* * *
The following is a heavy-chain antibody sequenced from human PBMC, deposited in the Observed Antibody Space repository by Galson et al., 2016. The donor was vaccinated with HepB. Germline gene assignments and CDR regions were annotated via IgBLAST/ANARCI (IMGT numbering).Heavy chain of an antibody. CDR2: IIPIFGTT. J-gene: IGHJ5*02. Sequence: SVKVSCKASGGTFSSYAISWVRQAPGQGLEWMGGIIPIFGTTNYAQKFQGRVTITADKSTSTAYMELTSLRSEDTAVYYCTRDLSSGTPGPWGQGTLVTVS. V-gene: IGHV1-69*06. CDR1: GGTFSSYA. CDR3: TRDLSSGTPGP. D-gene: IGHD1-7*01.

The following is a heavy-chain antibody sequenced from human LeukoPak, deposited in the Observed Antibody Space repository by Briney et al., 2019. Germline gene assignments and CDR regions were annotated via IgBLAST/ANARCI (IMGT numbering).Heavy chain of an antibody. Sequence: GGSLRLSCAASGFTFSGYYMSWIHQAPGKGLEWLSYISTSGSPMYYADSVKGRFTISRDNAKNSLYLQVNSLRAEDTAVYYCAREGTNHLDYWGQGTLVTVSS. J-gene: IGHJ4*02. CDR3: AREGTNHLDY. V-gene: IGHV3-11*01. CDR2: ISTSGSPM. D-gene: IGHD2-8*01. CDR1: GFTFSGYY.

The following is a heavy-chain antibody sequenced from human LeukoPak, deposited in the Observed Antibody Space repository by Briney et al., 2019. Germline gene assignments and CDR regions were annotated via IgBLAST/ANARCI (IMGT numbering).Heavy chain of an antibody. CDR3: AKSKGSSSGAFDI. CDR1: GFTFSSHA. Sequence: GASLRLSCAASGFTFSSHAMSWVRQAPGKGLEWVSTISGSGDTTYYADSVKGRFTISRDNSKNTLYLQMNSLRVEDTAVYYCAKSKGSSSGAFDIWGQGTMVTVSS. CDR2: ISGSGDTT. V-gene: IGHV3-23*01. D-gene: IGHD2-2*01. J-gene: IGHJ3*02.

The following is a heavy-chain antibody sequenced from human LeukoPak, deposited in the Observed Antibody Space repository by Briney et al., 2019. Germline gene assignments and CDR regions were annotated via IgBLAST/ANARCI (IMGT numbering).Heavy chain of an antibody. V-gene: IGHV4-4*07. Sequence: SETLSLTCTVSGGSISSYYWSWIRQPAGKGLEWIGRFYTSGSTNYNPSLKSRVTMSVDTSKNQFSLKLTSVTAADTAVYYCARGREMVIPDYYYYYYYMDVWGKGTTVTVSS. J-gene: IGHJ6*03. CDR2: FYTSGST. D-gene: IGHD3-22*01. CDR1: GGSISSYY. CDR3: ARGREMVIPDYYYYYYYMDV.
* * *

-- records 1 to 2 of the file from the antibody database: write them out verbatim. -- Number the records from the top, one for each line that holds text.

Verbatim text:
The following is a heavy-chain antibody sequenced from human PBMC, deposited in the Observed Antibody Space repository by Galson et al., 2016. The donor was vaccinated with HepB. Germline gene assignments and CDR regions were annotated via IgBLAST/ANARCI (IMGT numbering).Heavy chain of an antibody. CDR2: IIPIFGTT. J-gene: IGHJ5*02. Sequence: SVKVSCKASGGTFSSYAISWVRQAPGQGLEWMGGIIPIFGTTNYAQKFQGRVTITADKSTSTAYMELTSLRSEDTAVYYCTRDLSSGTPGPWGQGTLVTVS. V-gene: IGHV1-69*06. CDR1: GGTFSSYA. CDR3: TRDLSSGTPGP. D-gene: IGHD1-7*01.

The following is a heavy-chain antibody sequenced from human LeukoPak, deposited in the Observed Antibody Space repository by Briney et al., 2019. Germline gene assignments and CDR regions were annotated via IgBLAST/ANARCI (IMGT numbering).Heavy chain of an antibody. Sequence: GGSLRLSCAASGFTFSGYYMSWIHQAPGKGLEWLSYISTSGSPMYYADSVKGRFTISRDNAKNSLYLQVNSLRAEDTAVYYCAREGTNHLDYWGQGTLVTVSS. J-gene: IGHJ4*02. CDR3: AREGTNHLDY. V-gene: IGHV3-11*01. CDR2: ISTSGSPM. D-gene: IGHD2-8*01. CDR1: GFTFSGYY.